Why the U.S. Needs Mine Permitting Reform
May 23, 2023
Nearly two decades ago, the U.S. attracted almost 20 percent of t...
Imagine a world where humans can travel faster than the speed of sound. Aviation technology is advancing to a point where that could soon be a reality. A Denver-based startup announced during the Paris Airshow in June that its new supersonic jet might be able to break the sound barrier. The company, Boom Technology, says its goal is to have Boom Jets carrying passengers from Paris to New York in three and a half hours by 2023, cutting flight time by five hours. But before these jets can take flight, Boom Technology is going to need access to a lot of minerals.
The Boom Jet isn’t going to be an easy aircraft to construct. Before this jet is constructed, Boom Technology plans to develop a smaller test version of the supersonic jet called the “Baby Boom.” As expected, minerals will play a huge role in this aviation technology — serving as the “lightweight materials that can withstand supersonic flight.”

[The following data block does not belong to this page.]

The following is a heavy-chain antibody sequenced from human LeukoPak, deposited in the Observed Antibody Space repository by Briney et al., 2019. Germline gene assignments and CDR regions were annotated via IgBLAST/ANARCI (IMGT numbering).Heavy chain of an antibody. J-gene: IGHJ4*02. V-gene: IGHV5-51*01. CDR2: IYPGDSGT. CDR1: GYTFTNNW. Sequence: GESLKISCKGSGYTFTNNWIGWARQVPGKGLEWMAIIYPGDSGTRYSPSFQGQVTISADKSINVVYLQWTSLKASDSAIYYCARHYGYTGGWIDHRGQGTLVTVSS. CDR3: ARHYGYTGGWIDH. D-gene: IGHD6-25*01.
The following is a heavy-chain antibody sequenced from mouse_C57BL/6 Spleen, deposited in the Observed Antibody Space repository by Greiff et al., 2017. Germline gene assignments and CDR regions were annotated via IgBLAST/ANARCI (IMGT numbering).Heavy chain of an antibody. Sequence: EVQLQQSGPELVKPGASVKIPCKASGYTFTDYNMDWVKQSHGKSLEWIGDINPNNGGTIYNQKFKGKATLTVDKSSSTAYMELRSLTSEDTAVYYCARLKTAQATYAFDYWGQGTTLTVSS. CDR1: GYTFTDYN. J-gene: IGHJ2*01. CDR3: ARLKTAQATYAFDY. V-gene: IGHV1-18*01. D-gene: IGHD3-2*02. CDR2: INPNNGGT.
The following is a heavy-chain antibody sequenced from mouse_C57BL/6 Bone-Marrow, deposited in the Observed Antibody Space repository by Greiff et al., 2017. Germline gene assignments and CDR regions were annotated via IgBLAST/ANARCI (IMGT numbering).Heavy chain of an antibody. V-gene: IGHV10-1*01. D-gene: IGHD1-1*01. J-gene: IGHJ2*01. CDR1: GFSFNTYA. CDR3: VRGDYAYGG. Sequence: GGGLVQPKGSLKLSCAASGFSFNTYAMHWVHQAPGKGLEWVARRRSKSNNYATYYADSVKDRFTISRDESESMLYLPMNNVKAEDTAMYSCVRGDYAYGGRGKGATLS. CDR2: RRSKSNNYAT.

Beryllium and aluminum are used to construct jets because their lightweight properties help aircraft quickly reach high speeds, improve fuel efficiency and carry heavy loads. To create aircraft parts that power jets, molybdenum is often used because of its super-strength and ability to withstand corrosion. Titanium is a unique mineral because it has the strength of steel while weighing significantly less. Its durability is also important because it maintains its strength at incredibly high temperatures.
And minerals aren’t just in high demand for the commercial transportation industry. The Department of Defense alone uses more than 750,000 tons of minerals annually to create the technologies that keep our troops safe—including fighter jets and helicopters. These jets contain minerals like nickel because of its ability to withstand impact and copper for its corrosion resistance.
Whether it is getting people to their destinations faster or developing life-saving military equipment, minerals play an important part in these evolving aviation technologies.
Despite its wealth of minerals, the U.S. imports more than one-half of its nonfuel minerals and is 100 percent import reliant on 20 key minerals. The outdated and duplicative mine permitting process creates delays that can last up to 10 years. These delays make it nearly impossible to secure domestic minerals in a timely and efficient manner, hampering our industries’ ability to innovate and grow.
It’s time we unlock our nation’s minerals potential! Learn more about how minerals drive America forward and transform technology here.